By Hilary Russ and Tina Bellon
NEW YORK (Reuters) – New York City council on Thursday approved legislation to license food delivery apps, including Grubhub, DoorDash Inc and Uber Eats, and to permanently set aside commissions that they can charge restaurants.
The companies say the price controls are unfair and promised to fight them.
“This permanent price control is manifestly unconstitutional and will harm local restaurants, delivery workers and diners across NYC. We will vigorously combat this illegal act,” Grubhub, a unit at Just Eat Takeaway.com, said in a statement.
Mayor Bill de Blasio has 30 days to sign the legislation, which comes into force 120 days after he became law.
The bills limit the amount that companies can charge restaurants to use their platforms to 15% of food orders for delivery services and 5% for advertising and other non-delivery services.
Restaurants have complained that commissions as high as 30% drained their finances, so the city adopted temporary ceilings on these fees during the pandemic, as so many restaurants were forced to close or rely on delivery and execution alone.
The bills also require companies to obtain operating licenses that are valid for two years.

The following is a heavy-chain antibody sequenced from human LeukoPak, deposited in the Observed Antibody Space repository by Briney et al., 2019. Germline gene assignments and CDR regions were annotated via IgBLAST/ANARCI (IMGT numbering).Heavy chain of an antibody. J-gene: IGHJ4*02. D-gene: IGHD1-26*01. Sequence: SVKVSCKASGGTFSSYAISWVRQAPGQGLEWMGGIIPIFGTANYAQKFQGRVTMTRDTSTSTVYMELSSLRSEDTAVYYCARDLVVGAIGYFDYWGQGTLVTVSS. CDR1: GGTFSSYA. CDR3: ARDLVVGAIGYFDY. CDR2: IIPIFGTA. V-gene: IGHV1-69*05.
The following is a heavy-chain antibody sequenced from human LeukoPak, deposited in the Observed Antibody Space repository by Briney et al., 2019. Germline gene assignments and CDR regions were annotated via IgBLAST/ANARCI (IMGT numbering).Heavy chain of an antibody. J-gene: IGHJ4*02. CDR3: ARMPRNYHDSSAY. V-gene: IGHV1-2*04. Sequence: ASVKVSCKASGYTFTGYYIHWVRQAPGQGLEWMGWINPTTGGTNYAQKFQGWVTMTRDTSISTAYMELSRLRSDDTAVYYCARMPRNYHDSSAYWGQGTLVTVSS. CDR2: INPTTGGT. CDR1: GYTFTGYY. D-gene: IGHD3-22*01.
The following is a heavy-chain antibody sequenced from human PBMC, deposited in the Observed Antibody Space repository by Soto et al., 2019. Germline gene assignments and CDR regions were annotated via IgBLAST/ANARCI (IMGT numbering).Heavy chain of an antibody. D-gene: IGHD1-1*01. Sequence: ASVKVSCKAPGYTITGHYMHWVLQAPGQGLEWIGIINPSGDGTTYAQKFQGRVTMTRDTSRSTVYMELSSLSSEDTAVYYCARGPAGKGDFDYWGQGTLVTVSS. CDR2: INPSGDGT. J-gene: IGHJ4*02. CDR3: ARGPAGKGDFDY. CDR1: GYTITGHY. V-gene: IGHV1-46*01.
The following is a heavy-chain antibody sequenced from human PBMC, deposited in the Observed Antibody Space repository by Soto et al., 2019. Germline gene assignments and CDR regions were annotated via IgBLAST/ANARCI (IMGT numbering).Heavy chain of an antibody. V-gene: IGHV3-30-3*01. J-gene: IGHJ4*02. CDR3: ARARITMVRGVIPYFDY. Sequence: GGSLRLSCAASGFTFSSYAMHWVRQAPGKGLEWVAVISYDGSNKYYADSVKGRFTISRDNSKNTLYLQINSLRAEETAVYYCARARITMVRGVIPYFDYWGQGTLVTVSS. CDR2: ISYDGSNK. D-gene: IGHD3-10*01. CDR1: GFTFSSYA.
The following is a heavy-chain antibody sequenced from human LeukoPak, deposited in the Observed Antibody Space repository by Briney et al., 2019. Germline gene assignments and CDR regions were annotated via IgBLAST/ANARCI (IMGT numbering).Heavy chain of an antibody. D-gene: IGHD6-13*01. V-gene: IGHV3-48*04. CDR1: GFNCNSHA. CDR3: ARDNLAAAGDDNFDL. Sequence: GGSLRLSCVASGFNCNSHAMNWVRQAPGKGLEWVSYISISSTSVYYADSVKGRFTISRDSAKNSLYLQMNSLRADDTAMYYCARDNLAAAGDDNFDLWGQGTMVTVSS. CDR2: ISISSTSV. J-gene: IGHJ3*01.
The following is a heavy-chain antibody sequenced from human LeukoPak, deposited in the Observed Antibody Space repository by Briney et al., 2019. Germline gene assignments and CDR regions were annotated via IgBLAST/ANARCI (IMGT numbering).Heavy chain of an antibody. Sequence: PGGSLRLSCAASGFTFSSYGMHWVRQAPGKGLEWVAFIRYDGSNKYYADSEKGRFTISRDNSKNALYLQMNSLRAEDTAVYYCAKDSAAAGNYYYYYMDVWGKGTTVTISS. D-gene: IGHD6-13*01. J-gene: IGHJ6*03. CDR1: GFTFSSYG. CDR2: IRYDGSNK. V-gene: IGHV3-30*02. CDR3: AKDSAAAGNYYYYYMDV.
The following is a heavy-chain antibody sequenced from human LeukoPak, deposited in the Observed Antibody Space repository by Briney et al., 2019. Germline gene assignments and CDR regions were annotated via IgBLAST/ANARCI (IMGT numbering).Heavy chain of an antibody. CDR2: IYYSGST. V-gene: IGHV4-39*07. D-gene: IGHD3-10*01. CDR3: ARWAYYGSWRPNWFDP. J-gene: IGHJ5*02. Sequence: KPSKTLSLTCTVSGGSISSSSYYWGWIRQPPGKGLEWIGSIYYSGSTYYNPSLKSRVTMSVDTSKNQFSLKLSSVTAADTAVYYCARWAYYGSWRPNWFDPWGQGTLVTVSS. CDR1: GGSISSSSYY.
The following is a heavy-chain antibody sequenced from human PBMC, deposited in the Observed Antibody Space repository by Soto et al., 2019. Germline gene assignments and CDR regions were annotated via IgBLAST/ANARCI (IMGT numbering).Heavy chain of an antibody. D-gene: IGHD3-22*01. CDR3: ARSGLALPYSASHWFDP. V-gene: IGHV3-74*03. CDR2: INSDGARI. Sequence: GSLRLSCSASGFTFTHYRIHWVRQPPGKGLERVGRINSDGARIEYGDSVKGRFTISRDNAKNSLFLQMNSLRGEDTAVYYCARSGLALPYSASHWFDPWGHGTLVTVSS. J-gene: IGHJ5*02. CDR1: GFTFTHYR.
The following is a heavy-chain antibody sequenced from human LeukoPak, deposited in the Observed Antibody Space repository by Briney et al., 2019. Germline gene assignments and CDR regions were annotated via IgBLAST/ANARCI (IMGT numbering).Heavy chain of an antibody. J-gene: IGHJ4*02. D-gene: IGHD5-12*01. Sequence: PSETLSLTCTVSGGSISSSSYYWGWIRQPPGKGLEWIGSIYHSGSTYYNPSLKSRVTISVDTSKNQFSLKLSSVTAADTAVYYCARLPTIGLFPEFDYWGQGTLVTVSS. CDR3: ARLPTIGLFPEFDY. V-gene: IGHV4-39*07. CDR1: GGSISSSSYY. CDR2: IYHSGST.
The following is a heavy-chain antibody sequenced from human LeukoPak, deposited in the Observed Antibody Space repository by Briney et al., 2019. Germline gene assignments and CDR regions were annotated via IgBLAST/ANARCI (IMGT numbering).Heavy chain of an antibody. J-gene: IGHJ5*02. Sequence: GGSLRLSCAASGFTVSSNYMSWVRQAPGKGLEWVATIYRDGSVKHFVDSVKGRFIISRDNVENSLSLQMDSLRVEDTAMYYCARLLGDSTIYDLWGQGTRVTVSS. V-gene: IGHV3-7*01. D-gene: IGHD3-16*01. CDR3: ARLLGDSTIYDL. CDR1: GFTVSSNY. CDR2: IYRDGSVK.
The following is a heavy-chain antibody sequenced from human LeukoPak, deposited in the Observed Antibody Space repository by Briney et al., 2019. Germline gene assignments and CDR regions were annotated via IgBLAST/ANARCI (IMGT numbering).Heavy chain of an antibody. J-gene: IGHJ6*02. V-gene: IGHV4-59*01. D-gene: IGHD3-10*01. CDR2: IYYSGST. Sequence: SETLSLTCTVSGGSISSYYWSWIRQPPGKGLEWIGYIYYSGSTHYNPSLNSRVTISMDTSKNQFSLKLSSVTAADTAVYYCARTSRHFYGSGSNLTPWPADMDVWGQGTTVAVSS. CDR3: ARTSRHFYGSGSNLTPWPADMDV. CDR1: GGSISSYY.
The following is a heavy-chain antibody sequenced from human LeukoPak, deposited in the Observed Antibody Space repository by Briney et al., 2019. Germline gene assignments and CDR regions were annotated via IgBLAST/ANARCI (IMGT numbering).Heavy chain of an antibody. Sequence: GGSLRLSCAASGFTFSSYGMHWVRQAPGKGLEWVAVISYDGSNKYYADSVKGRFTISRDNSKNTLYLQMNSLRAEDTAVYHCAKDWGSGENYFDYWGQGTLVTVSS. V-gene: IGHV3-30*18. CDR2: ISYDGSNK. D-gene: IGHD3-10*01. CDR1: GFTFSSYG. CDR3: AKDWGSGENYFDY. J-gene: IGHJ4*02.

DoorDash said commission ceilings are “unnecessary and unconstitutional … New York’s restaurants need elections more than ever, and this dangerous government overhaul will greatly limit the opportunities small businesses rely on every day to succeed.”
Uber did not immediately comment.
San Francisco has also adopted permanent commission ceilings for the services.
New York City’s restaurant delivery market is almost evenly distributed across the major platforms, according to Bloomberg Second Measure, which collects payment data from customers.
DoorDash consisted of 36% of sales in July in the city, Grubhub 34% and Uber Eats and Postmates a combined 30%.
(Reporting by Hilary Russ in New York and Tina Bellon in Austin, Texas; editing by Chris Reese and Matthew Lewis)